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Thursday, June 4, 2015

New book on Luther—"the great Reformer"! J. Reston, Jr.

James Reston, Jr.
Luther's Fortress
by James Reston, Jr.
      A surprise came to me as I saw a book at a Barnes and Noble store that I had not seen before: Luther's Fortress: Martin Luther and His Reformation Under Siege by James Reston, Jr..  And Amazon confirmed that it is currently the "#1 New Release in Lutheran Christianity".  But what amazed me as I read the first sentence was this phrase:
“...the great Reformer Martin Luther.
In today's world, that is quite a bold phrase to use, given the unpopularity of its subject.  And a quick perusal confirmed that this author was not as judgmental of Luther as most of today's theologians.  I will not offer an in-depth review here.  But I would like to examine a few particulars.  

     Why did Reston write this book?  Was it because of the upcoming 500th Anniversary (in 2017) of Luther’s 95 Theses and the beginning of the Reformation?  Reston states under his “Author’s Note”  on page 235:
“The inspiration for Luther’s Fortress lies in my 2008 book, Defenders of the Faith, which covers … from 1520 to 1536.  In that age… Luther’s impact in history surpasses them all. … utterly captivated by the great Reformer: his personality, his courage, his rebellion, the drama of his life, his passion and his honesty, his grace and his coarseness, his wit and humor, and his flaws.”
Hmmm... that is quite a lot of praise... mixed in with the usual caveats.  Praise indeed! It seems James Reston, Jr.  did NOT write this book so much for the Anniversary, but because he was “captivated by the great Reformer”.  Never mind Reston's epilogue (Author's Note) talk of the “dark side” or “flaws” of Luther  – something no well known author of today could omit, something practically all “Lutheran” theologians harp at.  Reston calls Martin Luther “the great Reformer” no less than 5 times in this book.  He uses the phrase “the Reformer” no less than 45 times  – could it be that he means this in an exclusive sense?... after all he said “Luther’s impact … surpasses them all”.  If only today’s Concordia Publishing House editors could speak of Luther this way!  If only the LC-MS would inform its members of what Reston reveals on page 241 to the world:
  1. “the Roman Catholic ban on Luther ‘and all his followers’ is still in effect”
  2. The Catholic provost’s (at Worms, Germany) answer to Reston’s inquiry (plea?) that “Wasn’t it time, in the interest of ecumenicalism, after five hundred years, that the excommunication of Luther and the ban on Lutheranism be lifted?” – Answer:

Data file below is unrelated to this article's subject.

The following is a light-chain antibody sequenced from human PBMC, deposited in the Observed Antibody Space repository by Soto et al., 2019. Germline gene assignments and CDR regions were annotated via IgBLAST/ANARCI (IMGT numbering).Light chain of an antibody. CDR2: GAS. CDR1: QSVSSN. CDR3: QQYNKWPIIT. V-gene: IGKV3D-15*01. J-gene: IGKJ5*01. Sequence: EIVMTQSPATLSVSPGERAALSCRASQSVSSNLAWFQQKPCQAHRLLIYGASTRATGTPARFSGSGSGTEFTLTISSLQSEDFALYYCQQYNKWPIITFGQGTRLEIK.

The time to lift the ban has not yet come. 
Does everyone in the LC-MS know that they remain officially under the same ban as Martin Luther?... No?  Why not?  Is there not anything said by the editor of Concordia Publishing's book The Lutheran Difference?... in their Reformation Anniversary Edition?   Nothing?
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      ⇒ To James Reston, Jr.:  If you are a Christian who is “captivated” by Luther, you will find many of my blog posts to be of interest to you.  You certainly know a lot of facts about Luther, but to really know Luther, one must be a Christian first.  Then one can rightly judge the anti-Christian Roman Catholic Inquisition which spilled the blood of so many Lutheran martyrs who were their most hated and feared opponents.  It is for the sake of the true Gospel that Lutherans take the name of Luther, even if he himself protested against this in his earlier days (ref. your book, pages 135-136).
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      One of the delightful details Reston reveals regards Argula von Stauff, a dear woman who gloried in the message that Luther exposed, in the Gospel… a woman of the Reformation.
      So I can recommend Mr. Reston’s book to almost all who would desire to have a true introduction to Luther  – even with its bow to modern theology’s distaste for Luther.   But in the end, the better account of Luther comes from those who not only died because of him (i.e. the Martyrs), but those who would follow him, in spirit, in the Confessions of the Lutheran Church, the Book of Concord.
      As an incentive to read this book, I quote C.F.W. Walther’s comment on Luther’s polemical writings:
“It’s all entertaining.”
Indeed, "that's entertainment"!... or as Reston says "the drama of his life".


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